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Reverse Osmosis (RO) FAQs

Quickly find answers to some of our most-asked questions below.




What is Reverse Osmosis (RO)?

The simplest definition for Reverse Osmosis (RO) is that it’s a process that treats and reduces harmful contaminants found in drinking water.


How does Reversed Osmosis (RO) work?

As its name implies, RO takes osmosis, a natural process that occurs in every cell-based organism—plants, animals and even people—and reverses it.

During regular osmosis, a diluted solution passes through a semipermeable membrane and flows into a more concentrated one. A good example of osmosis is when your fingers become “prune-y” after swimming in the ocean. Through osmosis, the water in our bodies passes through our skin, out to the water around us.

In osmosis, the semipermeable membrane acts like a mesh screen with holes large enough for small molecules, like water, to pass through. Water molecules are small because they’re made of just three atoms: two hydrogens and one oxygen. But, there are a lot more atoms in a molecule of salt water, making them a lot larger.

Unlike regular osmosis, that happens naturally, Reverse Osmosis (RO) requires an external force (pressure) to work. Pressure is a key part of the RO process because separates contaminant molecules from water molecules and pushes it through the semipermeable membrane. Just like in regular osmosis, the membrane allows water to flow through—but blocks out larger molecules, like contaminants.

In other words, when more pressure is applied to contaminated water in Reverse Osmosis (RO), the more effective the process becomes.

How does a Reverse Osmosis (RO) System work?

RO systems vary depending on brand and design, but in general, they perform the following functions: pre-filtration, reverse osmosis, drainage and storage.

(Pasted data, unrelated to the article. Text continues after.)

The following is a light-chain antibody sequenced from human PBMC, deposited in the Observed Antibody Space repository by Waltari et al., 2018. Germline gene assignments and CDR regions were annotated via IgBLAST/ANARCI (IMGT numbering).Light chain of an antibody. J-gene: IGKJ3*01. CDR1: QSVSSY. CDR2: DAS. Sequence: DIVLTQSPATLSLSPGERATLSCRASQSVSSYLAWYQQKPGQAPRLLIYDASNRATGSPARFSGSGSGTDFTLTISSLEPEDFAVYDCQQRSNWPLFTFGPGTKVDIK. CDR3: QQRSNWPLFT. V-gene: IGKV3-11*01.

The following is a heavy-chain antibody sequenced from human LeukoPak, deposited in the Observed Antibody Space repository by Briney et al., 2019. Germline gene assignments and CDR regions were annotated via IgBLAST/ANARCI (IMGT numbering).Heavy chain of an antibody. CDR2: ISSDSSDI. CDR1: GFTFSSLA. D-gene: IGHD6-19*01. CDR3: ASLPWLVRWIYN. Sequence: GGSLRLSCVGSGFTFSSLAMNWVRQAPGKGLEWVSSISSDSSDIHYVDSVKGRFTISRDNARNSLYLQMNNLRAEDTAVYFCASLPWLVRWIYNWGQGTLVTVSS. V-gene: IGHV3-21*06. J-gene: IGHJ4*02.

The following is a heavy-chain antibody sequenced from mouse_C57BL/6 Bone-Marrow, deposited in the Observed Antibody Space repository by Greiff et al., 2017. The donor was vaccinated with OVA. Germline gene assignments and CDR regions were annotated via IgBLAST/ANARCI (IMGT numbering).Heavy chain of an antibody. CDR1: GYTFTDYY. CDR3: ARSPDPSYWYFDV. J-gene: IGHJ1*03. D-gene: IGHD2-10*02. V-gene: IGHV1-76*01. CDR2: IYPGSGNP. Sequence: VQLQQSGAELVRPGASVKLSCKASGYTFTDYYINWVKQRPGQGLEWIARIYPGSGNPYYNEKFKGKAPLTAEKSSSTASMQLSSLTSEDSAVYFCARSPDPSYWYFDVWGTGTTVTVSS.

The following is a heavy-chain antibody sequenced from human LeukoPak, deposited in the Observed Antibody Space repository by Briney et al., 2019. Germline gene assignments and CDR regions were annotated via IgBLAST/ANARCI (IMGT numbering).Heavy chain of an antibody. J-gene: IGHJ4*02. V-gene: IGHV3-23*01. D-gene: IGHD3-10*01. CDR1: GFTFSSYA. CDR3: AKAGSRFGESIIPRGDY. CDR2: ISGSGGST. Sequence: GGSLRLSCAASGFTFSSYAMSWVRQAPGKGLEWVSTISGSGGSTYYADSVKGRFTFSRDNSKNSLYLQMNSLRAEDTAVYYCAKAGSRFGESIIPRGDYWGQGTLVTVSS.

The system connects to drinking water lines and uses a high-pressure pump to propel feed water through. Feed water passes through a series of filters, usually carbon-based, designed to “catch” sediment and mineral deposits before flowing into the reverse osmosis chamber. Here, the feed water is pushed through the semipermeable membrane.

Think of the membrane as a tightly woven piece of fabric—one that looks virtually impermeable to the naked eye. To give you an idea of how stringent the membrane is, the diameter of a strand of human hair is roughly 100 microns wide. But, in Culligan RO Systems, the spaces in the membrane are approximately ONE micron wide.

The system drains out all contaminants not caught in filters at each stage, and treated water is stored in a small tank until use.

What are common contaminants removed by Reverse Osmosis (RO)?

A high performing RO system can remove up to 99% of dissolved contaminants found in feed water.

  • Salts

  • Particles

  • Colloids: oil and fat-based molecules

  • Organic bacteria

Pyrogens: protein-based substances produced by bacteria that cause fevers when introduced into the human body

Culligan Satisfaction Guarantee

If you are dissatisfied with your Culligan product for any reason within 30 days of your purchase, Culligan will remove the product and refund the purchase price.

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